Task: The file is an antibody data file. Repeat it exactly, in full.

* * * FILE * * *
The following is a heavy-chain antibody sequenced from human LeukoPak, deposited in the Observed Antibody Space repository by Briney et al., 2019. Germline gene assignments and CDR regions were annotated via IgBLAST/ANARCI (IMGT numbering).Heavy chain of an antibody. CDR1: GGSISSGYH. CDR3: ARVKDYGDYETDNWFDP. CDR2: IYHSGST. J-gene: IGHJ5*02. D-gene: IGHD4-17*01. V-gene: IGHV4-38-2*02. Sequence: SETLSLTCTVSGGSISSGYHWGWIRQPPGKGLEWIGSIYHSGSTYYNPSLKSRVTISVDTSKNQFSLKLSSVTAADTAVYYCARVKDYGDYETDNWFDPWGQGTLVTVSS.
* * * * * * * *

The following is a heavy-chain antibody sequenced from human LeukoPak, deposited in the Observed Antibody Space repository by Briney et al., 2019. Germline gene assignments and CDR regions were annotated via IgBLAST/ANARCI (IMGT numbering).Heavy chain of an antibody. CDR1: GGSISSGYH. CDR3: ARVKDYGDYETDNWFDP. CDR2: IYHSGST. J-gene: IGHJ5*02. D-gene: IGHD4-17*01. V-gene: IGHV4-38-2*02. Sequence: SETLSLTCTVSGGSISSGYHWGWIRQPPGKGLEWIGSIYHSGSTYYNPSLKSRVTISVDTSKNQFSLKLSSVTAADTAVYYCARVKDYGDYETDNWFDPWGQGTLVTVSS.